I have some sympathy with the journalist of the piece. As one of my favourite swimming journalists and writers, Elaine Howley, noted in a forum post on the article, the demands of publication are for spectacular headlines and short punchy claims within tight word limits, and there is little scope for nuanced analysis. As coverage of women and sport goes, this is an engaging and carefully written piece. But in my view, however inadvertently, articles like this end up reinforcing the egregious inequalities in our expectations of women's bodies rather than challenging them. 

As a feminist and a swimmer, I am first in line to celebrate the accomplishments of female swimmers and to encourage women's participation in the sport. But rather than treating marathon swimming's relatively high rates of female participation as a surprising, newsworthy anomaly that can only be explained through biology, a better question might be: What can we learn from marathon swimming about women's access to sport? How could marathon swimming facilitate even greater female participation? What social and structural barriers might be in place in other sports that are preventing women from participating and excelling?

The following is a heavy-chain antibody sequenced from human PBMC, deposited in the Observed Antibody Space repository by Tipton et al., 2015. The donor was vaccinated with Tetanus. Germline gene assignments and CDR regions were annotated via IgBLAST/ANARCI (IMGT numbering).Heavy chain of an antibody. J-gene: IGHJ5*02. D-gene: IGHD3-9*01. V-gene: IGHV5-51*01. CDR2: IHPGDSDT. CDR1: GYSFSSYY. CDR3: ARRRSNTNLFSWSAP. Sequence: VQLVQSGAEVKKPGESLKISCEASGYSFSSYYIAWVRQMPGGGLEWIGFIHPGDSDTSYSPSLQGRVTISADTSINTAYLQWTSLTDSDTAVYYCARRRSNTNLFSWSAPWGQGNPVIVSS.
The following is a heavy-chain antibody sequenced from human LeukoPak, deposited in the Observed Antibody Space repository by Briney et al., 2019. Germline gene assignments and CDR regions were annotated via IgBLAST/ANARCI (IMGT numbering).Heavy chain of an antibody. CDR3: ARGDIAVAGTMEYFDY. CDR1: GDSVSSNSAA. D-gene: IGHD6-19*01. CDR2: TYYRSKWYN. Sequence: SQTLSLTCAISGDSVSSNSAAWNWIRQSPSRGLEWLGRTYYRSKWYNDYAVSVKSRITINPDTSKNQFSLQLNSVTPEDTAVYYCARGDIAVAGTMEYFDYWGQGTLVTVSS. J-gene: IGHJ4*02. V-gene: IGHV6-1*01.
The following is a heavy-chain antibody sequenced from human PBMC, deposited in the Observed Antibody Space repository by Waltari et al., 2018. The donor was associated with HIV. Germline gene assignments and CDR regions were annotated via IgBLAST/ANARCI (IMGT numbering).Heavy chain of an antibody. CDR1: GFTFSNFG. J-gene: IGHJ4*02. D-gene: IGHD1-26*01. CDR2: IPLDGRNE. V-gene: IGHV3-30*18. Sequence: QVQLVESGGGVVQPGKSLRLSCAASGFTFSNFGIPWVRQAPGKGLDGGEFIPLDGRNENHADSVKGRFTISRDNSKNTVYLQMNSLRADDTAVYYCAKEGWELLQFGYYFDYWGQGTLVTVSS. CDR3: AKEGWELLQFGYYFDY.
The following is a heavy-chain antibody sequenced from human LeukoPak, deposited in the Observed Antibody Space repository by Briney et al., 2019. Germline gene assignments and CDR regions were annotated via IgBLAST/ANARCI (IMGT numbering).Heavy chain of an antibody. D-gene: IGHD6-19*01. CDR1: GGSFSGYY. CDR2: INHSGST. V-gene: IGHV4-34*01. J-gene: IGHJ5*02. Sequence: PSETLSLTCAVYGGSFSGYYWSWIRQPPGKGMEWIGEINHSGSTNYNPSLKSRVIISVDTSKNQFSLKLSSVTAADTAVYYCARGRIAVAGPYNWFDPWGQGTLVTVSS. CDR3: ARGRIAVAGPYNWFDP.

Friday, 26 August 2016


It's done. I finally made the decision yesterday to cancel my Lake Geneva swim. My foot and ankle are still very painful, swollen and bruised, and even though a big part of me just wants to just get out there and give it a go no matter what, the rest of me knows that 24+ hours of swimming is unlikely to improve an injury that I can hardly bear weight on even before we've started. It also risks exacerbating the injury with potential long term consequences, and I don't think any swim warrants that, no matter how much time and money has gone into it (and in this case, it's a lot of both). Even though, like most long distance swimmers, I don't really kick much, the habitual work of stabilisation in the water places constant demands on the ankle in ways that I hadn't really appreciated until now. I've tried swimming holding it still, but this puts new and assymetrical demands on different parts of my body to manage rotation etc - fine if that's how you've trained, but it's an invitation to further injury otherwise. 

And so, I decided to put an end to the uncertainty and to move on. There's nothing that I can do about it other than lick my wounds for a while and then turn my attention to ankle rehab and new (or old) goals.